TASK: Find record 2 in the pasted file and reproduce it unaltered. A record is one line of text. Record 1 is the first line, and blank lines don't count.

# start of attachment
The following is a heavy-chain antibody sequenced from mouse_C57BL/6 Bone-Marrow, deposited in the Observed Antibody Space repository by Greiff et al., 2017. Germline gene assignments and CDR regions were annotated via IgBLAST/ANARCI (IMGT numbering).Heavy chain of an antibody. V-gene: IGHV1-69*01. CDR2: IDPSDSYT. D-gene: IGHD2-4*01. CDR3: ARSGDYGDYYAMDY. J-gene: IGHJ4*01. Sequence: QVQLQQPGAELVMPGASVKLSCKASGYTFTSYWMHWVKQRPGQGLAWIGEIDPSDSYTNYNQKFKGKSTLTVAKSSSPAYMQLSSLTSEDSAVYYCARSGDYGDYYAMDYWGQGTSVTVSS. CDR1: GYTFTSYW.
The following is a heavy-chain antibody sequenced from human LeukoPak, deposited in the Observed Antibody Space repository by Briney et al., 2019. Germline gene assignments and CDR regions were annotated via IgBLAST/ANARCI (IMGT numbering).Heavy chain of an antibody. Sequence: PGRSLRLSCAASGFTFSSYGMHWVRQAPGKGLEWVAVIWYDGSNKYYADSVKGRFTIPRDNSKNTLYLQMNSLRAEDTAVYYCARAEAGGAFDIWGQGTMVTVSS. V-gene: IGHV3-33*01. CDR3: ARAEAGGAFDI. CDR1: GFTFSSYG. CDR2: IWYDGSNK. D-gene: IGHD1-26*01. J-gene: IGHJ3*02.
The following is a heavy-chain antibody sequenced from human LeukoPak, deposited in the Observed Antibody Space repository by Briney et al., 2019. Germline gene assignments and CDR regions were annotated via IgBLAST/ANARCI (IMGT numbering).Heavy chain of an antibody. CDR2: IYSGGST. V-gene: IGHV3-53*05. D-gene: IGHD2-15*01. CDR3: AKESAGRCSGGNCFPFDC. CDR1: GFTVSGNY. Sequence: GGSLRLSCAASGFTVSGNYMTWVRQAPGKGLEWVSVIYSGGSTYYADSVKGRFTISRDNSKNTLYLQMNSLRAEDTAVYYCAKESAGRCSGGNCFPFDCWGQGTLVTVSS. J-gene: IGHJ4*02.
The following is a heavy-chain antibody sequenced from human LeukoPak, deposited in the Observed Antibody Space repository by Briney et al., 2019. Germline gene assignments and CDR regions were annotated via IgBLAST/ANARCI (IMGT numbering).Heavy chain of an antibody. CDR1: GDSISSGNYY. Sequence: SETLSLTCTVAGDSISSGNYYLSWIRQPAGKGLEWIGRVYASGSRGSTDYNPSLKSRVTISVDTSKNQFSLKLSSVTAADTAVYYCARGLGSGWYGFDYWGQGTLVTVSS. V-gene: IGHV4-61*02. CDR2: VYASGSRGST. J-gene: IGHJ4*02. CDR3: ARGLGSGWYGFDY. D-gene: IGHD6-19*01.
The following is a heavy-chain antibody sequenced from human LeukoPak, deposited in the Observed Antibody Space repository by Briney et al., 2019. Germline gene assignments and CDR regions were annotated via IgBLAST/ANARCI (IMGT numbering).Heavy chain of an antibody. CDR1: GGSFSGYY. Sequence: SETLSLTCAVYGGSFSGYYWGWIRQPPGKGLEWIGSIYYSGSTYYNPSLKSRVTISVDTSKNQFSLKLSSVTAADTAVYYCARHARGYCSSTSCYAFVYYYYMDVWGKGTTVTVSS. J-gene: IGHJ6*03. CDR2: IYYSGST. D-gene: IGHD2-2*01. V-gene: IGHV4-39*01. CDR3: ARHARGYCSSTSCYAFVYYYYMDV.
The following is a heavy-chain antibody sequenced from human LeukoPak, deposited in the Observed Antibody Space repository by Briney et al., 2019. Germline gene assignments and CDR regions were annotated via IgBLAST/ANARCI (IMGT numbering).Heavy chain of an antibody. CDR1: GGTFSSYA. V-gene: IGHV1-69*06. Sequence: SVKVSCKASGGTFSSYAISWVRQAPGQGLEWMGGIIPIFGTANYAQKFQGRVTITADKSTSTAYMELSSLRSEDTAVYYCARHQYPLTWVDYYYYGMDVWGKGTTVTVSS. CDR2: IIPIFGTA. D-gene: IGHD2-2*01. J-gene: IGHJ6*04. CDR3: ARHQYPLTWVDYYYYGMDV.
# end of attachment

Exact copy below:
The following is a heavy-chain antibody sequenced from human LeukoPak, deposited in the Observed Antibody Space repository by Briney et al., 2019. Germline gene assignments and CDR regions were annotated via IgBLAST/ANARCI (IMGT numbering).Heavy chain of an antibody. Sequence: PGRSLRLSCAASGFTFSSYGMHWVRQAPGKGLEWVAVIWYDGSNKYYADSVKGRFTIPRDNSKNTLYLQMNSLRAEDTAVYYCARAEAGGAFDIWGQGTMVTVSS. V-gene: IGHV3-33*01. CDR3: ARAEAGGAFDI. CDR1: GFTFSSYG. CDR2: IWYDGSNK. D-gene: IGHD1-26*01. J-gene: IGHJ3*02.